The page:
As mentioned above, the exchange of contracts is when the contracts become legally binding on both the Vendor and the Purchaser. The process is the same as if you were selling. The Purchaser provides their signed contract to the Vendors Solicitor and the Vendors Solicitor will check that the contracts are in identical terms and that the deposit has been paid. They will then date the contracts. Following exchange the Vendor will hold the purchasers signed contract and the Purchaser will hold the Vendors signed contract.
When buying a house it is important to remember to take out a cover note of insurance for replacement value of the house. In New South Wales the risk does not pass until settlement. However, you should not assume the vendor’s insurance will cover any damage before settlement.
It is important that you have received formal approval and a Letter of offer from your Lender before confirming the finance condition with the Vendor. A full disclosure of assets and liabilities to your lender is a must – failure to do so will entitle the bank to withdraw its offer of finance at any time. If the bank withdraws approval due to some misrepresentation made by you (whether innocent or not), you are still legally bound to complete the contract. If you are unable to settle without finance, the vendor would be entitled to keep the deposit, terminate the contract and sue you for any damages he or she may have suffered.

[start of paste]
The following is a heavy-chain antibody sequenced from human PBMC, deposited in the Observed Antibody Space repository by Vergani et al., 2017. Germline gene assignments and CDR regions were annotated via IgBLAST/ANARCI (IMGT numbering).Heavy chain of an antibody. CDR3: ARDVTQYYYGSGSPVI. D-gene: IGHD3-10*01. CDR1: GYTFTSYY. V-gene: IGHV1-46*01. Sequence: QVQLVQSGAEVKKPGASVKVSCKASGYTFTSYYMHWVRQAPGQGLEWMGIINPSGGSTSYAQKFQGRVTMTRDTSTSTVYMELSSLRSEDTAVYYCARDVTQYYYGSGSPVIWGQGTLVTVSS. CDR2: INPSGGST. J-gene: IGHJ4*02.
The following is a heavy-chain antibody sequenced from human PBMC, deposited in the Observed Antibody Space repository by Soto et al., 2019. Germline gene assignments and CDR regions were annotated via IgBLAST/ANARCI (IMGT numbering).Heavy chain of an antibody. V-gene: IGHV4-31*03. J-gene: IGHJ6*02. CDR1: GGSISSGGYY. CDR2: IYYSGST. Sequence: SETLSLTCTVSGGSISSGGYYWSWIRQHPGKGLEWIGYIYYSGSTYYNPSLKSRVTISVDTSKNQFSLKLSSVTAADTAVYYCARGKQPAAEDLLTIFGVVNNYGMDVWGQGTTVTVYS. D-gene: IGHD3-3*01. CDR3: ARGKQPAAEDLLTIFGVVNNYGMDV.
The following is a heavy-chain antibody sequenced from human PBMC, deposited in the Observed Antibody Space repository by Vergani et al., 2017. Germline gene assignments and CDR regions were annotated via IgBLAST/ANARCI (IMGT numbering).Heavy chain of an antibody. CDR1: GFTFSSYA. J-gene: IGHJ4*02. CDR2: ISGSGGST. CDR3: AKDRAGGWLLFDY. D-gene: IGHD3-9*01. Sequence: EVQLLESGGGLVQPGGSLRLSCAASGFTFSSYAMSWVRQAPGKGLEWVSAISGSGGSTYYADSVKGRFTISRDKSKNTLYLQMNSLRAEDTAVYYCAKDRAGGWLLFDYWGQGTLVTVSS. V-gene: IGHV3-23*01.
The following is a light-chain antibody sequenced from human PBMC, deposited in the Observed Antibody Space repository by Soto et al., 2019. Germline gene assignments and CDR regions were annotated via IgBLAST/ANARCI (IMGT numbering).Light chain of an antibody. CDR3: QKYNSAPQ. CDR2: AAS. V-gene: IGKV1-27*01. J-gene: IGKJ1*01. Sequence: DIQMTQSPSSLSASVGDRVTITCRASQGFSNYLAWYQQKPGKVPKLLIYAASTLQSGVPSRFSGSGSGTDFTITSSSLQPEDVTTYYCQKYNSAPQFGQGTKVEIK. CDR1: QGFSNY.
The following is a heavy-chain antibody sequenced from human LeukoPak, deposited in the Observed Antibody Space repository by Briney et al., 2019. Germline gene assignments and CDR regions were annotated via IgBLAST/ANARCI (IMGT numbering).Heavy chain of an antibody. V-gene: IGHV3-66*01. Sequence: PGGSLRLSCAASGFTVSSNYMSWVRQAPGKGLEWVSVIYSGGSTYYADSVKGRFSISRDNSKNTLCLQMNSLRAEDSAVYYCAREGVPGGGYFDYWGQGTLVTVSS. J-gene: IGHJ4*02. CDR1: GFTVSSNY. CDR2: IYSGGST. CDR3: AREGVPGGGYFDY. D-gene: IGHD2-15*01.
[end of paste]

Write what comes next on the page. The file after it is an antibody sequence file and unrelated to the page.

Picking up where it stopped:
Requisitions on Title are questions about the property the purchaser is entitled to ask the vendor to find out if he or she knows anything that may be wrong with the title to the land. In New South Wales we send Requisitions on Title to the seller’s solicitor within 21 days from the date of the contract.
A number of searches need to be undertaken to ensure no government department or local authority has any claim against the land and all rates and taxes have been paid. Our usual searches include:
- Rates search through the local authority. • RMS to ensure it has no proposals for resumption of land or proposals to realign an existing road or truncate any part of the land. • Land tax search through the Office of State Revenue.